Jabir Karat: Stop Discriminating on the Basis of Status, Respect Human Being

Jabir Karat, the founder of Green Worms (http://www.greenworms.org) is a great proponent of No Sir No madam ploy.  Jabir is a post graduate from Delhi University and lives in Thamarassery, Kerela.  He received Gandhi Fellowship and visited Andheri Slum in Mumbai.  The concept of garbage processing struck him at this point of time.  Later on, he underwent training with the Environmental Protection and Service Organization led by Vellore Srinivasan near Coimbatore.

Jabir at a very tender age realized that waste is misplaced resource in India.  So he focused on events like conferences, marriages, etc., introducing the “Zero Waste Events” concept.  His company, Greens Worms is now providing Waste Management services and advice on making surroundings waste free during such special occasions.  Jabir addresses himself as a social entrepreneur.

He shares his view upon No Sir No Madam “it is an initiative with courage to change the world.  Everyone should join the drive for spanking transshipment.”

Jabir is an upholder of No Sir No Madam expedition.  He states — I am the youngest in the organization, and I respect all the other elder employees without salutations.  First-name culture initiates the proper communication that leads to better relations.  He shares an incident from Gandhi fellowship Mumbai, his previous workplace where No Sir No madam culture was followed.  “I learned this culture to show respect without graters from my senior manager.  He adjured to call him as Ranjit, instead of creating a bar of age.”  Eradication of Sir/Madam culture comes with lots of benefits like free creation and innovation.   An organization succeeds, when authorities and employees work together.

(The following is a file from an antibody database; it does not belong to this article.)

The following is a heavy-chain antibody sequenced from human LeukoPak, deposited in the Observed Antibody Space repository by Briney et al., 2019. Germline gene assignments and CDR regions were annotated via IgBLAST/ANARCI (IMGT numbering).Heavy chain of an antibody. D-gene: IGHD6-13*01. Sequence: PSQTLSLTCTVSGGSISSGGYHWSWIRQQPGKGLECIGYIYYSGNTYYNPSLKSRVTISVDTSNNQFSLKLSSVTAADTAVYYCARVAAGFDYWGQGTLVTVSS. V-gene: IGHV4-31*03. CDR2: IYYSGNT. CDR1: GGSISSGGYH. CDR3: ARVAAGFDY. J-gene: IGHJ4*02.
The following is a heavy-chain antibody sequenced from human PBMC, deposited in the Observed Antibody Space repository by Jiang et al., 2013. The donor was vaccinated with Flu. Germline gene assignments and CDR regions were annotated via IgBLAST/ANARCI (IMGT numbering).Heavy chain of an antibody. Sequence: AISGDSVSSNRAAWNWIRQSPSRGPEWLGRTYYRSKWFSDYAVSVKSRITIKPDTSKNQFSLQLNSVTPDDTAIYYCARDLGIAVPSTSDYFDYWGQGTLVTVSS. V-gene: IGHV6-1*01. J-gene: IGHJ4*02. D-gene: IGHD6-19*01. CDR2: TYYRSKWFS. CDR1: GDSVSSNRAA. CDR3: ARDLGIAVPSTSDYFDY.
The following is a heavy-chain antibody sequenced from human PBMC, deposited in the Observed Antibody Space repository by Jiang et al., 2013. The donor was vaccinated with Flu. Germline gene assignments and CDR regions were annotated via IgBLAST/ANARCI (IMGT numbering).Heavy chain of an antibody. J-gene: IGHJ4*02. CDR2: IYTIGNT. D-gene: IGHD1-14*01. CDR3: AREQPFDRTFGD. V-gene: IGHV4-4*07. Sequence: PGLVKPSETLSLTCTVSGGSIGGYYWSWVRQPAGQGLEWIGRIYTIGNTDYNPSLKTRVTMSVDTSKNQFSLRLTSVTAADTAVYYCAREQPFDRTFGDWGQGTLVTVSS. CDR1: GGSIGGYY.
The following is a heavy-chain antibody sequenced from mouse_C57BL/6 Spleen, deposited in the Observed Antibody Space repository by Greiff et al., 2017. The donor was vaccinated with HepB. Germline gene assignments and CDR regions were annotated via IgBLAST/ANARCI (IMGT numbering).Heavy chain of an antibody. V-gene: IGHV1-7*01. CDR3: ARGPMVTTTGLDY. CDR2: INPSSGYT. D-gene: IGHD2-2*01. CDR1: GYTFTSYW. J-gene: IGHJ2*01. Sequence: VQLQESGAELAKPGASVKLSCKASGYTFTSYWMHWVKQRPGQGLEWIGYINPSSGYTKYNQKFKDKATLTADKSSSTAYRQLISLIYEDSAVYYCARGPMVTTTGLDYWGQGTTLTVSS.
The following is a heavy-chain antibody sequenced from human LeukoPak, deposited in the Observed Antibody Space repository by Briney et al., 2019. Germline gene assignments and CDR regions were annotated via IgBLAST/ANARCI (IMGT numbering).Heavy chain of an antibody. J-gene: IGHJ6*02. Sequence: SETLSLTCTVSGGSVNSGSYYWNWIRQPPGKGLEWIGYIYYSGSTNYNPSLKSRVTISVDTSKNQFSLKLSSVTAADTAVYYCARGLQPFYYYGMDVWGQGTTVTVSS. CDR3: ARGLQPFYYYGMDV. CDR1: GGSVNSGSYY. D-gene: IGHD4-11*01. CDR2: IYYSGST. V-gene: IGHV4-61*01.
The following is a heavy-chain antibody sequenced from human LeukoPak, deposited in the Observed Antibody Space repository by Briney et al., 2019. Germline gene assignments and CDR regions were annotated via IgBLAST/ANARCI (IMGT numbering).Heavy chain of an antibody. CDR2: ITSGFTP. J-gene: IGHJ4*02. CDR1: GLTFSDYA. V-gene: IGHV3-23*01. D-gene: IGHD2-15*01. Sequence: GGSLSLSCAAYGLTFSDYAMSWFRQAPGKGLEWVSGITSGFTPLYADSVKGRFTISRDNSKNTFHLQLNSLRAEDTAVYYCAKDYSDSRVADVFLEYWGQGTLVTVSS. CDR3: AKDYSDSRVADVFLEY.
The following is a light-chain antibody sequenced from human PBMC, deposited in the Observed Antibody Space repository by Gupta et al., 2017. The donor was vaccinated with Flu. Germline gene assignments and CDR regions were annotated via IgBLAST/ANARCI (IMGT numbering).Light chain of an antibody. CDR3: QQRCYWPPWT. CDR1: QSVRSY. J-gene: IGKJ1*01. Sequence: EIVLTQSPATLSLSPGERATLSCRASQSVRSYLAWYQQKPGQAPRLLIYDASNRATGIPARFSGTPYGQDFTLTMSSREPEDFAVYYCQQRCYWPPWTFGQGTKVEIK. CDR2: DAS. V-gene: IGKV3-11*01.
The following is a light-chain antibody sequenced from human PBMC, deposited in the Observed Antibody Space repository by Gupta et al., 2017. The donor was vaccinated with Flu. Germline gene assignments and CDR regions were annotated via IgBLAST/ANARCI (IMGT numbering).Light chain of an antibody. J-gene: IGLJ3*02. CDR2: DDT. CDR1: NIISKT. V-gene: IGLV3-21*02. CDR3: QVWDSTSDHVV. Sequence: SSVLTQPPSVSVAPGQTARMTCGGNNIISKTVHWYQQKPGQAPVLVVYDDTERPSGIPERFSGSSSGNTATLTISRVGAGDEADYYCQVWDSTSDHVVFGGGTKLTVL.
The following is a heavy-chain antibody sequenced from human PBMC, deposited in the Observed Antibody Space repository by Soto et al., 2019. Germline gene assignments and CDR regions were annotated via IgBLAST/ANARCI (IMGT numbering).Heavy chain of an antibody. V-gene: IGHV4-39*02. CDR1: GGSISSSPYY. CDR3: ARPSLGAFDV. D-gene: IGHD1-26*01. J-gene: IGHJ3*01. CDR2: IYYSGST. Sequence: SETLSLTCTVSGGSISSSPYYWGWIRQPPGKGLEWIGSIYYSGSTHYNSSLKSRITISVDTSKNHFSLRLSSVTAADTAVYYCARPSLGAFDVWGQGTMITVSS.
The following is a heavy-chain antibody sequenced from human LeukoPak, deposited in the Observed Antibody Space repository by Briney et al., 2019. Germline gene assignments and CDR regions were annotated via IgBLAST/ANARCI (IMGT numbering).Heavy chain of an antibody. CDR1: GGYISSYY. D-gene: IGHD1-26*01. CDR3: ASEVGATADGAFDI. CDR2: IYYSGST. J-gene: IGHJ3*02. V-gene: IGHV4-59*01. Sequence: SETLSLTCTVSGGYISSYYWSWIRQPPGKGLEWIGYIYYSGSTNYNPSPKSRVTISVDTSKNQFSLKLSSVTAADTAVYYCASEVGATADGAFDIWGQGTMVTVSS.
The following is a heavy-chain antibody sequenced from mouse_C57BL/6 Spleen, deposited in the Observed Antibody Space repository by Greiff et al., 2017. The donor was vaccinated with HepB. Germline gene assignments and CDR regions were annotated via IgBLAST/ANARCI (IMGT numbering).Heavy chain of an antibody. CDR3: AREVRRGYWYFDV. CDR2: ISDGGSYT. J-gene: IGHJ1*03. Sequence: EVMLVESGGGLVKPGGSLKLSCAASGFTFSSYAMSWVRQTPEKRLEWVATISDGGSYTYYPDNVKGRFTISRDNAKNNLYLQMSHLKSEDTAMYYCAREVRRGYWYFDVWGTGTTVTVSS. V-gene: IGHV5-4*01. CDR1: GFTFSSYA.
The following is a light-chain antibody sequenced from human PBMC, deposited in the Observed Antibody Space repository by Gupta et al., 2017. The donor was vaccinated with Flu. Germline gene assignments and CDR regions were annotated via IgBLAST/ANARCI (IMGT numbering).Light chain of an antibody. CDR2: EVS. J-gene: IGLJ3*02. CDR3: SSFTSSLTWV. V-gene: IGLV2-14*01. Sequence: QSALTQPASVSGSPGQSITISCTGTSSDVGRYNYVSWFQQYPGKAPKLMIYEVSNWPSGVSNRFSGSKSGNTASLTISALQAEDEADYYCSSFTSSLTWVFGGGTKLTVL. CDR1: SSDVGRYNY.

Consumption of Sir/Madam gives the birth to autocratic leadership in government organization.  He unveils that the government officials prefer to be designated as Sir/Madam.  They get offended when referred by first-names.  Jabir opines, by evacuating Sir/Madam practice, corruption can also be eradicated, as there will be straightforwardness in the framework.  Government Officers suppress us by this adoration of Sir/Madam.

Giving the salutation without respect is worthless.  Public pleads them only to get things done on time.  For instance — If someone gets caught once by the traffic police, then he is troubled even if there is no concrete reason, he laughs.  Jabir mentions, “At times, taking business as priority, I end up calling the health inspectors as Sir.  While, I really do not respect them.  In Barley, people address officials, seniors, and fellow colleagues as ‘chetta’ (bhaiya) and ‘chechi’ (didi).  This practice gives mutual respect and also makes everyone feel at parity.”

In India, the type of job one is doing has created social disparity since ages.  Lacking a sense of dignity of labour, people tend to disregard and disrespect working class laborers.  Drivers, sweepers, and house-help maids are made to feel inferior.  Forcing the Sir/Madam taboo habit makes them feel as subservient.  Jabir believes that all are equal, and everyone has a dignity.  Nobody is inferior or superior.  Truth is that we cannot survive if these people go on strike.  Therefore, it is vital that we abolish the culture of Sir/Madam to spread equality.

Now-a-days people judge others based on money and clothes.  They treat you as the deficient people, if you are not dressed well.  No matter what you have achieved.  This culture of equality should be started from initial levels of education.  Thus, school/colleges will create a strong base for better tomorrow.

In the end, he appreciates the cause for spreading awareness within the society.  “It is not just the question of demeanoring Sir/Madam; rather it is a serious issue of equality, dignity, and self-respect of individual.  All of us should take an initiative to perform our best.  Promote this movement in every part of the country, especially with government bureaucrats.” As a famous proverb says — smart work will always shine and show.

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